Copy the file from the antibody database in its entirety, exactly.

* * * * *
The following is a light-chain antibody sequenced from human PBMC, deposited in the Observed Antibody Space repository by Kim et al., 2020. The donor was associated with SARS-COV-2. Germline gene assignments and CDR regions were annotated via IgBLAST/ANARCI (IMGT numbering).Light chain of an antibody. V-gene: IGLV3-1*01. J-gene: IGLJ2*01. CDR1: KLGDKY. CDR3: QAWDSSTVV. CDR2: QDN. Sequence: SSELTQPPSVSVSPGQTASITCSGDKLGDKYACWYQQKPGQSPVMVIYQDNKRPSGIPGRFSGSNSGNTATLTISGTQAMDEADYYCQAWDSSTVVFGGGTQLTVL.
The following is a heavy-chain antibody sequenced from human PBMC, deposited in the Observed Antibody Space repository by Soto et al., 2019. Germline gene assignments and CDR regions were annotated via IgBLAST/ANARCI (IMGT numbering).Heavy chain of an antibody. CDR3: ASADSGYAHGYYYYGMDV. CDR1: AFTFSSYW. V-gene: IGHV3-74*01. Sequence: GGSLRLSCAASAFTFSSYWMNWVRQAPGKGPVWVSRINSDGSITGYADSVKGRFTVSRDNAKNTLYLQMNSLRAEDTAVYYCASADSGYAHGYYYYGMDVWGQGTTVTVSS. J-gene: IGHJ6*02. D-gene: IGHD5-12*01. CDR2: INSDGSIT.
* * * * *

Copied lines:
The following is a light-chain antibody sequenced from human PBMC, deposited in the Observed Antibody Space repository by Kim et al., 2020. The donor was associated with SARS-COV-2. Germline gene assignments and CDR regions were annotated via IgBLAST/ANARCI (IMGT numbering).Light chain of an antibody. V-gene: IGLV3-1*01. J-gene: IGLJ2*01. CDR1: KLGDKY. CDR3: QAWDSSTVV. CDR2: QDN. Sequence: SSELTQPPSVSVSPGQTASITCSGDKLGDKYACWYQQKPGQSPVMVIYQDNKRPSGIPGRFSGSNSGNTATLTISGTQAMDEADYYCQAWDSSTVVFGGGTQLTVL.
The following is a heavy-chain antibody sequenced from human PBMC, deposited in the Observed Antibody Space repository by Soto et al., 2019. Germline gene assignments and CDR regions were annotated via IgBLAST/ANARCI (IMGT numbering).Heavy chain of an antibody. CDR3: ASADSGYAHGYYYYGMDV. CDR1: AFTFSSYW. V-gene: IGHV3-74*01. Sequence: GGSLRLSCAASAFTFSSYWMNWVRQAPGKGPVWVSRINSDGSITGYADSVKGRFTVSRDNAKNTLYLQMNSLRAEDTAVYYCASADSGYAHGYYYYGMDVWGQGTTVTVSS. J-gene: IGHJ6*02. D-gene: IGHD5-12*01. CDR2: INSDGSIT.